Several months ago I was reading a fun piece by Kontra on the subject of sports previews written by software. Prolific Internet commenter Walt French (you'll find him writing detailed comments on several sites: Asymco, Monday Note, the late AllThingsD) felt that the potential was being overstated:
It would also get dreadfully dull after a fan checks in a couple of days in a row. Or flits over to the college games’ summaries to see how his college team and its arch-rival(s) were doing.
I certainly think there’s a place for form-letter sports reporting, but it’ll have to be at least an order of magnitude better than what you posit, before it’s anything besides a joke.
I had written up a fairly lengthy response as a comment, but then my browser froze and after force quitting and relaunching, my text was gone. Lesson learned. Compose in a proper text editor, and any comment of more than three paragraphs is a good candidate for a blog post.
A few weeks ago I came across another piece on sports and language, this time about the disappointing limitations of television commentators for the majority of US professional sports, with particular emphasis on basketball and football. It only strengthened the point I was originally going to make.
Sports fans, in the US at least, are incredibly tolerant of cliche and repetition. They have been conditioned by terrible television coverage and bland commentators, not to mention the cesspit of "insight" that is sports radio. It doesn't take much to meet their expectations.
At the same time, there is already a laboratory for software commentators that we see improving every year, and I predict will eventually bust out of the labs and into our live broadcasts. Where is this lab? Video games. From Madden to FIFA to NBA 2K, developers have spent thousands of man-hours and millions of dollars recording bits of dialog from marquee commentators and figuring out how to string them together into naturalistic presentations. My only argument is that they haven't (yet) gone far enough.
Forget the simplisic template. All sports commentary seeks to summarize and optionally emphasize/contextualize an event or series of events that happened in the past—in the case of a live game, in the very immediate past. The heart of the matter is generating deep statistics and feeding that to the narrative synthesis engine.
Player X passed the ball.
Player X passed the ball to player Y.
Player X passed the ball to player Y, who shoots and scores.
Player Y loses his man off a pin-down from Teammate Z, coming open at the elbow to receive a perfectly-timed pass from Player X and hit the game-winning jumper.
This relatively simple sequence of basketball events involves multiple simultaneous actions occurring around the court, culminating in a play whose significance must be understood to be contextualized. For the 2013/2014 NBA season, STATS LLC operated in every NBA arena Sport Vu cameras capable of tracking all 10 players on the court and the ball at once, 12 times per second. The data coming out of these cameras is already challenging established analytics perceptions.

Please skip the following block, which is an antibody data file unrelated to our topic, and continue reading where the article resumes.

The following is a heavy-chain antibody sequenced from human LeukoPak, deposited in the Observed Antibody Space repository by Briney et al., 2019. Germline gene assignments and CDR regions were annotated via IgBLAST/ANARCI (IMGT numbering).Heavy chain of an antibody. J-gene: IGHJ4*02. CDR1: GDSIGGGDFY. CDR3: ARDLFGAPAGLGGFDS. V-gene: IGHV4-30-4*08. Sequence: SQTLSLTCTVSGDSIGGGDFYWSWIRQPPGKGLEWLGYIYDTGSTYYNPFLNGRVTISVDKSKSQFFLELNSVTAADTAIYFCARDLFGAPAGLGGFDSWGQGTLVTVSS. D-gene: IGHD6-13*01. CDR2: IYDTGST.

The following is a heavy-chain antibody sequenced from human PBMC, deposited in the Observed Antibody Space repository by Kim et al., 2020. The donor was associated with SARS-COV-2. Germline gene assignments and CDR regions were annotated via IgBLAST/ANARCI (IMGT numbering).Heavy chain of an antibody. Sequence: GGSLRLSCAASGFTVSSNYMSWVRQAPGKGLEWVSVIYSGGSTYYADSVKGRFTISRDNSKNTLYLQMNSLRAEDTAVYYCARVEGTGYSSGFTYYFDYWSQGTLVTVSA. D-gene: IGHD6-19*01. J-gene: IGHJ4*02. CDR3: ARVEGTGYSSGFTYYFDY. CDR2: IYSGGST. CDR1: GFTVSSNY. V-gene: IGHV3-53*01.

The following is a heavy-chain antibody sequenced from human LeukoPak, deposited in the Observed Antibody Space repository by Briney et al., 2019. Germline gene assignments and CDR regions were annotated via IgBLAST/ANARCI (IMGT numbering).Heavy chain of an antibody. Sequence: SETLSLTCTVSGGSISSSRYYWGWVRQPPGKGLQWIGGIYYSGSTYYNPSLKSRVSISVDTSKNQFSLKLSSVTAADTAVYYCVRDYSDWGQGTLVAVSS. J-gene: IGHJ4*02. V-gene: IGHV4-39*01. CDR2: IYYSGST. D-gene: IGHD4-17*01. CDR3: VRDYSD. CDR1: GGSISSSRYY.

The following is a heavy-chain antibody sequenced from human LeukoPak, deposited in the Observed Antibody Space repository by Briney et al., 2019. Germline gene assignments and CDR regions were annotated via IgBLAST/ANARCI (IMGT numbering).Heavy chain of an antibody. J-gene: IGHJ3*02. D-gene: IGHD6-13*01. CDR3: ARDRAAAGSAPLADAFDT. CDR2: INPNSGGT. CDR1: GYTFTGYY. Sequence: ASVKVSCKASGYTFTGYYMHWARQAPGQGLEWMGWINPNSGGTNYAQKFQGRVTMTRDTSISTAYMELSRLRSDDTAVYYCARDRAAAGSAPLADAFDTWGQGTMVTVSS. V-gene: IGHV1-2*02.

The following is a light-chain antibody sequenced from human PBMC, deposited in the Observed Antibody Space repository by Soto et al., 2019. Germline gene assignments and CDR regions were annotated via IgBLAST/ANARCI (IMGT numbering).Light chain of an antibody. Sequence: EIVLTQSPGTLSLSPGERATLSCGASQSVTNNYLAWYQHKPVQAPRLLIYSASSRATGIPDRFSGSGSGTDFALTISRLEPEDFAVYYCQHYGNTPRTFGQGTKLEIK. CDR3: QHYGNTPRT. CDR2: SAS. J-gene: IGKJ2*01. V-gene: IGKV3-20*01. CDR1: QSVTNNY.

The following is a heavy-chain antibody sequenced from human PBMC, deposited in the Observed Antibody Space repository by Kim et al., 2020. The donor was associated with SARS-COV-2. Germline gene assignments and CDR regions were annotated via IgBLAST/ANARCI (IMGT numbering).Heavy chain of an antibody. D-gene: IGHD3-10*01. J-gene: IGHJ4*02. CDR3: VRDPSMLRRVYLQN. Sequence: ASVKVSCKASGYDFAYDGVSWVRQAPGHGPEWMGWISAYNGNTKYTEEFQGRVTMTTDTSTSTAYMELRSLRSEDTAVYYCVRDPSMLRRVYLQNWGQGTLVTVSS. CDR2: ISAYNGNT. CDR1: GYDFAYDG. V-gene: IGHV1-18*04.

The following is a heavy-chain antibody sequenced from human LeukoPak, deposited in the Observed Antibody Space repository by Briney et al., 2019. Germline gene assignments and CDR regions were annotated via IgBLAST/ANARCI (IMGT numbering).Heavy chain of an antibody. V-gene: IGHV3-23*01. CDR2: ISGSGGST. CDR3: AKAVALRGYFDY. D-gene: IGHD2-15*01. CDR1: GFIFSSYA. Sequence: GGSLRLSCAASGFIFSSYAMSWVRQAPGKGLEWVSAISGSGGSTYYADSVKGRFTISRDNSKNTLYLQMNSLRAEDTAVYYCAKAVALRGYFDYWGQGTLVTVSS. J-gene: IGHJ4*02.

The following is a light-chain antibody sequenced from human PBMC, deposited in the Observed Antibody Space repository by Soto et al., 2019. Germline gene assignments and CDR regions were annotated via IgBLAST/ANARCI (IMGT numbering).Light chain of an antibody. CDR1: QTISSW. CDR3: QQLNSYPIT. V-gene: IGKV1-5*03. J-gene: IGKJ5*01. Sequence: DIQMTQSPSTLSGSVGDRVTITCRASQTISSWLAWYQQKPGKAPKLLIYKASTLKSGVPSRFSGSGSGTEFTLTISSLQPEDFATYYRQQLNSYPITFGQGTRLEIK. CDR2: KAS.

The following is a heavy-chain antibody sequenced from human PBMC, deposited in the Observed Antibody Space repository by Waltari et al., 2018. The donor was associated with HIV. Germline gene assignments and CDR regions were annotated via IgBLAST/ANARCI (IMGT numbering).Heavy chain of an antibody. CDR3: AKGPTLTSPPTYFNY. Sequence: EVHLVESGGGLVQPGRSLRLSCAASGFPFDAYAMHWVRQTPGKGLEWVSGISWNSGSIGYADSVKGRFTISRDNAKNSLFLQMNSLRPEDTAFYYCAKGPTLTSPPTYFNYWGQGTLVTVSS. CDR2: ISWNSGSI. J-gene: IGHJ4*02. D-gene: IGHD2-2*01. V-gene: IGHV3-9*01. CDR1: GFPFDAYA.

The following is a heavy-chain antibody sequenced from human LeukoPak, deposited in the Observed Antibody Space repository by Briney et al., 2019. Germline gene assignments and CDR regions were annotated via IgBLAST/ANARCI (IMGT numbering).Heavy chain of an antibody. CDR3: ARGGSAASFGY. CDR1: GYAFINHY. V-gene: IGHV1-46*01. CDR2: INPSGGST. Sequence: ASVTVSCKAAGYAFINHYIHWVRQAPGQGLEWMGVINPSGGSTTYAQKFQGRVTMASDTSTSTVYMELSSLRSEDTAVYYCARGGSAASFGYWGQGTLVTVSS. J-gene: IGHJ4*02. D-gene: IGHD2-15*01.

For our purposes here, however, they provide the possibility, along with image classification algorithms, of generating a finely-grained chronological event record that we can feed into our commentary engine. By analyzing sequences of player events backwards from points of discontinuity (ball out of bounds, basket scored, timeout, etc.), the software can synthesize a narrative: Player Y took a shot… because Player X passed the ball to him… because Player Z set the pick that got him open.
Given the data of our aggregate event to be described and metadata such as time, date, venue, participants (players and/or teams), a rough outline can be prepared. This may look quite similar to the template from Kontra's essay.
A second pass can then look at the generated outline—at this point still a runtime object graph, because of the ease of traversing and parsing as well as the ability to retain annotations—and compare it against other outlines: paragraphs in the same article, summaries in the same day's releases, prior summaries/articles referencing the same player/team, in each case looking to see how structurally similar the graphs are.
The goal will then be to soften similarities by deploying euphemisms, substitutes and asides: inserting nicknames for teams, arenas and popular players, digressive paragraphs and parentheticals providing statistics on recent trendlines in players' and teams' performance, etc. The distribution of how often to pull in various types of asides should be hand-tweaked for optimal results, so as to prevent being inundated with references to players' marriages, children, affairs and divorces. Fans only care for the very biggest superstars.
Can robots write sports previews? Yes, and then some. It is only a matter of time until algorithmic synthesis of commentary, even in real-time, supersedes all but the most talented of broadcasters (and many a fan breathes a sigh of relief, freed from the inanity of a Troy Aikman or Joe Buck). They won't be deployed to the big games immediately; they'll start out churning out Automated Insights-style previews for the Yahoo! Sportses and CBSes of the world, then an affluent town might have one used for a local high school game… and then the flood gates will open.
The question will not be whether robots can write sports previews. It will first be whether we want them to, and then why we wouldn't.